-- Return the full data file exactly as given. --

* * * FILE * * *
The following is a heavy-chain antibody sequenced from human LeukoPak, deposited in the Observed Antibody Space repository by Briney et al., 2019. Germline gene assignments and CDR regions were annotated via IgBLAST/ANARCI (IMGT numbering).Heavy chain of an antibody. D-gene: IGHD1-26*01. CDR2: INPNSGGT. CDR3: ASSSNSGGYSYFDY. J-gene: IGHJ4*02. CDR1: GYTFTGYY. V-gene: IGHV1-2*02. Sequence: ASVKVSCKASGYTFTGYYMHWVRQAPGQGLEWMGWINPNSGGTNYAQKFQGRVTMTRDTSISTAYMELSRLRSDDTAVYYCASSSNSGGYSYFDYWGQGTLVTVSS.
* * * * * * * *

The following is a heavy-chain antibody sequenced from human LeukoPak, deposited in the Observed Antibody Space repository by Briney et al., 2019. Germline gene assignments and CDR regions were annotated via IgBLAST/ANARCI (IMGT numbering).Heavy chain of an antibody. D-gene: IGHD1-26*01. CDR2: INPNSGGT. CDR3: ASSSNSGGYSYFDY. J-gene: IGHJ4*02. CDR1: GYTFTGYY. V-gene: IGHV1-2*02. Sequence: ASVKVSCKASGYTFTGYYMHWVRQAPGQGLEWMGWINPNSGGTNYAQKFQGRVTMTRDTSISTAYMELSRLRSDDTAVYYCASSSNSGGYSYFDYWGQGTLVTVSS.